Water transportation rising in Lagos amid bad traffic

EYEAFRICA TV: Lagos, Nigeria: In a bid to provide a suitable option to road transport for residents, a Nigerian firm has come up with the concept of a water taxi in Lagos, the commercial capital of Nigeria and the largest African city with a population of around 21 million people.
Lagos has long been troubled by traffic jam. One research shows residents spend an estimated six hours in traffic commuting around the city every day. But with the city’s improving ferry service, more residents are now trying out the waterways, which cut commuting time by about 90 percent. Sandra is one of them.
“The ferry does it fast, because I spend barely 30 minutes, 25 to 30 minutes getting into work on the Island. But if I’m going to take the bus, I spend close three to four hours depending on the time I leave my house,” said Sandra Ndubuisi, a local resident.
The improved ferry service in the city should be attributed in part to Lagos water taxis, which is run by a local firm, Halo-Waters.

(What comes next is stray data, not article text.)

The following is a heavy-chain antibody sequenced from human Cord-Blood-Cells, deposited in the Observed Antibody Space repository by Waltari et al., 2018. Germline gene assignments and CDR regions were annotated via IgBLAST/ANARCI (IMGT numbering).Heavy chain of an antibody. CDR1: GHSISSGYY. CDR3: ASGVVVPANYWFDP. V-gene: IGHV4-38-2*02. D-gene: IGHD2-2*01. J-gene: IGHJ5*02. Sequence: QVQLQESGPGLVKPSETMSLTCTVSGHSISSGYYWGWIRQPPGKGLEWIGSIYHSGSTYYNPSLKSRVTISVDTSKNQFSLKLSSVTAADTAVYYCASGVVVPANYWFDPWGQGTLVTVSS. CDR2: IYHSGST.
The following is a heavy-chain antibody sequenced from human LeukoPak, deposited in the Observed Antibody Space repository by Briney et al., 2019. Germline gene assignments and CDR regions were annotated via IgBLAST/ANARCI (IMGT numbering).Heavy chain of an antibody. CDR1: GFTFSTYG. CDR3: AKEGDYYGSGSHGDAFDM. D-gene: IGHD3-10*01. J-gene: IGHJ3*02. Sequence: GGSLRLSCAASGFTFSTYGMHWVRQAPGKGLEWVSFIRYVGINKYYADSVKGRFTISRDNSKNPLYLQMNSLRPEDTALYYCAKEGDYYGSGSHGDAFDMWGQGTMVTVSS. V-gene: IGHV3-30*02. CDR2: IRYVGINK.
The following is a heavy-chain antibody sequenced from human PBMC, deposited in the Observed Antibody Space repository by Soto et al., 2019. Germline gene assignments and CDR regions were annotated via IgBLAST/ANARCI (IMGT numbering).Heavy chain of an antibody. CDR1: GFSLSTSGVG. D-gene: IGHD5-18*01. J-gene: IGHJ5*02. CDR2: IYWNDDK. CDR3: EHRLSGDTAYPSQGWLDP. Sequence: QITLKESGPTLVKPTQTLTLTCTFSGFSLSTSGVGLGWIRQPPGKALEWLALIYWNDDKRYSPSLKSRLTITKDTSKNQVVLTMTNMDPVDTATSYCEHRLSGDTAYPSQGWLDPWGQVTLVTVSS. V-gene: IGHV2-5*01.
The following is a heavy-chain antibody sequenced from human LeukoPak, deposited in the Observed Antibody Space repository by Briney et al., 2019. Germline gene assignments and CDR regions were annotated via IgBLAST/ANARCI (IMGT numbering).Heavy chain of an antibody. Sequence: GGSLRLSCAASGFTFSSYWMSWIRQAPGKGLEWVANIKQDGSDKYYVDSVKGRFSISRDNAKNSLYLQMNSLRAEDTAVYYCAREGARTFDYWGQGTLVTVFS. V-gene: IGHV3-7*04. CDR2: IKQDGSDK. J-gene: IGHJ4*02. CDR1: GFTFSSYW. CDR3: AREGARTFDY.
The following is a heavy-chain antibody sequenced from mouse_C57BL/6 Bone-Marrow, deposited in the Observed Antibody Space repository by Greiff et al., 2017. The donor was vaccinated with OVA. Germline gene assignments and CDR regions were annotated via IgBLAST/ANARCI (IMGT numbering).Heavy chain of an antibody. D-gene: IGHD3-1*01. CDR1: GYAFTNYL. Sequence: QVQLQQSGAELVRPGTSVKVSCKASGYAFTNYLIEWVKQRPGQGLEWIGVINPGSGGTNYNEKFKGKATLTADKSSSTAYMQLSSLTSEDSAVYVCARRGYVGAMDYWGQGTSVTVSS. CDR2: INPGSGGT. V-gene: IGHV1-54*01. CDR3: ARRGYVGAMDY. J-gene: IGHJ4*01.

CEO of Halo-Waters, Andrew Olana, pointed out the government is taking an inappropriate approach to address the current traffic problem in the city. He believed that developing water transportation would be of much help.
“It puzzles me when we hear the government has gone to buy BRT buses, because it congests the road more. They are doing this. They are doing that. Put in the same boat. If you put 800 boats on the water, it’s not going to weigh the water down. There’s a service that needs to be provided, but the private sector is waiting to take over that business,” said Olana.
Despite the waxi initiative, investment in the city’s water transportation is still very low. Also there is also the issue of safety concerns of commuters.
“A lot of us are not wonderful swimmers, and this is what we are talking about, so really, yes, people are scared of using the water because they don’t feel safe. Nothing is guaranteed. But just the feeling of being safe would enable someone to decide to try out a new means water transportation,” said Ndubuisi.
Waxi is setting the trend in safety, which is the reason why more and more people are now getting attracted to the waterways. But Lagos water transportation is still far from the ideal. It requires much more investment than it is getting at the moment.
Lagos will be the largest city in the world by 2100, housing an astonishing 88 million people, forecasts Global Cities Institute of the University of Toronto, according to the United Nations.

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